Who Is Singing?
Just Released Summer 2021!
By Janet Halfmann
Illustrated by Chrissy Chabot
Ages 2-7, Nonfiction Picture Book, hardcover, softcover, & ebook
Have you ever heard a bird whistle wheet, wheet, wheet, birdie, birdie, birdie? That's the song of a cardinal. Every bird's song is different. Bird songs often sound like familiar words. That makes it easier for us to tell Who Is Singing?
This book is a celebration of birds and their songs. Young children love hearing and repeating the sounds that animals make. While enjoying the musical sounds of birds, children will learn that the song of each bird is different. Children may even learn to recognize some of the songs. This book also includes interesting facts about the birds written in lyrical prose.
I got the inspiration for this book by listening to the cardinals in the trees near our home. Now, everyone in my family knows that a walk with me means stopping to find and listen to every bird we hear!
The book's back matter includes Fun Facts, Notes, and an Activity.
"This new offering is a sort of 'first field guide' for little ones with little hands, big ears, and enormous curiosity about the world." —Sandy Brehl, Unpacking the POWER of Picture Books
"This delightful book is perfect for beginner readers who happen to love birds . . . The colorful illustrations show birds in their natural habitats singing their songs and also give a hint to each bird's personality. Fun bird songs make this book a fun and interactive read. —Kristi's Book Nook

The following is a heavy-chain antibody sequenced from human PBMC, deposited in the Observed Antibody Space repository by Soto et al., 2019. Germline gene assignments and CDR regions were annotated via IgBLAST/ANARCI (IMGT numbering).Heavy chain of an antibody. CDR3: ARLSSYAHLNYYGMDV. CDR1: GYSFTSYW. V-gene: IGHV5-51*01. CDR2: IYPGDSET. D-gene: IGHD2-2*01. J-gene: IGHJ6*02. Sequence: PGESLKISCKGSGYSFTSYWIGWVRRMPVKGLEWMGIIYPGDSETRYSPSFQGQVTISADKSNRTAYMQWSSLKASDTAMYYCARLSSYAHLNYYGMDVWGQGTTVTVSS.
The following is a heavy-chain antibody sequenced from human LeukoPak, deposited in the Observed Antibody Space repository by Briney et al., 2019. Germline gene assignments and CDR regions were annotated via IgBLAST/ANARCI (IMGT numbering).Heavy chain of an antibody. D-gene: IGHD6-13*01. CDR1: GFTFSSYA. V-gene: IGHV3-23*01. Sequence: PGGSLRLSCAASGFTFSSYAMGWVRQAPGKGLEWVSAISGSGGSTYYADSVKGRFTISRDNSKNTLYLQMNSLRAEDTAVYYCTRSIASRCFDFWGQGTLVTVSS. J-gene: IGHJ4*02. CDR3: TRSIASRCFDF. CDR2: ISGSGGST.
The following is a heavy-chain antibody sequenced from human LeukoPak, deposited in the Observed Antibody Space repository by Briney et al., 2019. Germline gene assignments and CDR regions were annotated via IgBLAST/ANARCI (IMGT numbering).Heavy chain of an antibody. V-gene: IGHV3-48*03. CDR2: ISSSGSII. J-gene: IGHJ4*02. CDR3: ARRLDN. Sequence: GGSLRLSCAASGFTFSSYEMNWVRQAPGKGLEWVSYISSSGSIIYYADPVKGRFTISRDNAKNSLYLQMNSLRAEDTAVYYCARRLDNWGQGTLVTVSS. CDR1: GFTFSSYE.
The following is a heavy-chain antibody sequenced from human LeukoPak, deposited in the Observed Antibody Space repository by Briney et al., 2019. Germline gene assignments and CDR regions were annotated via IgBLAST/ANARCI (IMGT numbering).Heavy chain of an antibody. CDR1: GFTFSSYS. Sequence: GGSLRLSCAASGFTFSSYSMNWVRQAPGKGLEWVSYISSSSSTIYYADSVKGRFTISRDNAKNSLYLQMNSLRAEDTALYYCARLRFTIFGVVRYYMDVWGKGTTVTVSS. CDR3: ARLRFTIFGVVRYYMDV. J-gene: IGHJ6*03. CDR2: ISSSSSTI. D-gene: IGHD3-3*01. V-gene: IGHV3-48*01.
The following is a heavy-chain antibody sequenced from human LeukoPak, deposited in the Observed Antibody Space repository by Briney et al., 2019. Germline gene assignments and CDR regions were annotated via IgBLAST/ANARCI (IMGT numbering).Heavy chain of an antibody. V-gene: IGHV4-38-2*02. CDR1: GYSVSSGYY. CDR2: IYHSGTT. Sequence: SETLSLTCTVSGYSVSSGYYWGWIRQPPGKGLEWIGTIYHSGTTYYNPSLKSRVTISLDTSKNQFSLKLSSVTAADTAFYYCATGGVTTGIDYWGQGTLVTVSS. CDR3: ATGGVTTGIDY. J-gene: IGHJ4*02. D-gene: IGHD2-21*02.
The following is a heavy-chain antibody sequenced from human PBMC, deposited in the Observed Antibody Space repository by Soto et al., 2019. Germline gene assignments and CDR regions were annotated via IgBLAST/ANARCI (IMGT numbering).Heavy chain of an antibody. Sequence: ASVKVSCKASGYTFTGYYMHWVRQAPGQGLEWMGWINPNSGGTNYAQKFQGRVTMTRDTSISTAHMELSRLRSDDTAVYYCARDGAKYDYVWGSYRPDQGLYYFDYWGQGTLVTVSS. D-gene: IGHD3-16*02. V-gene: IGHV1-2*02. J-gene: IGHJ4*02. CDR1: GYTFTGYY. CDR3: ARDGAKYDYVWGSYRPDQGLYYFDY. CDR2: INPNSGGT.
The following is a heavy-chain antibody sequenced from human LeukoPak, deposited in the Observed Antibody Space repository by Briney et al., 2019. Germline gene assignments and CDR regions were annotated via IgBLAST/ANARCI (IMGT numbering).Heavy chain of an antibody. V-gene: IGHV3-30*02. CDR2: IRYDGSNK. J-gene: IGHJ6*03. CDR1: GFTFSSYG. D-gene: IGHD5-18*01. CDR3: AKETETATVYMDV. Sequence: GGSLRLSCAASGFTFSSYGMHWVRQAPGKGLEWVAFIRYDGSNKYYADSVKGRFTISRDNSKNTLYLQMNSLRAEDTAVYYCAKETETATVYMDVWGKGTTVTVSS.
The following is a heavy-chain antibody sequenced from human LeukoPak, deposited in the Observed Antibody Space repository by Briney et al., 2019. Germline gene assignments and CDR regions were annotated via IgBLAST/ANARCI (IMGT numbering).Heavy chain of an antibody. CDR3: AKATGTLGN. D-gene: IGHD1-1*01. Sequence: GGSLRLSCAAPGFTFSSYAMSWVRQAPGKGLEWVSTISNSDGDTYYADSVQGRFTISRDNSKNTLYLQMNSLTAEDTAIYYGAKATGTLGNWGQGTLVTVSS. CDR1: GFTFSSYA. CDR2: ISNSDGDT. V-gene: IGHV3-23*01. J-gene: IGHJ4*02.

"Who Is Singing? . . . by Janet Halfmann is the perfect way to inspire a love of birds in your youngster. This beautiful book filled with colorful illustrations from artist Chrissy Chabot, brings the reader along asking the question, 'Who is singing?' as each bird makes its own unique sound." —The Children's and Teens Book Connection
"In a beginners introduction to bird songs, Who Is Singing connects the sounds of several common American birds to their visual identification traits. I particularly enjoyed that birds weren't only identified by their colors, but also, among other things, by their movements and migration (or lack therof). The text is sparse, but it conveys the right amount of information for the age group to start their own bird watching journey. The art is bight and colorful and sure to grab a child's attention." —For the Love of Books, Old and New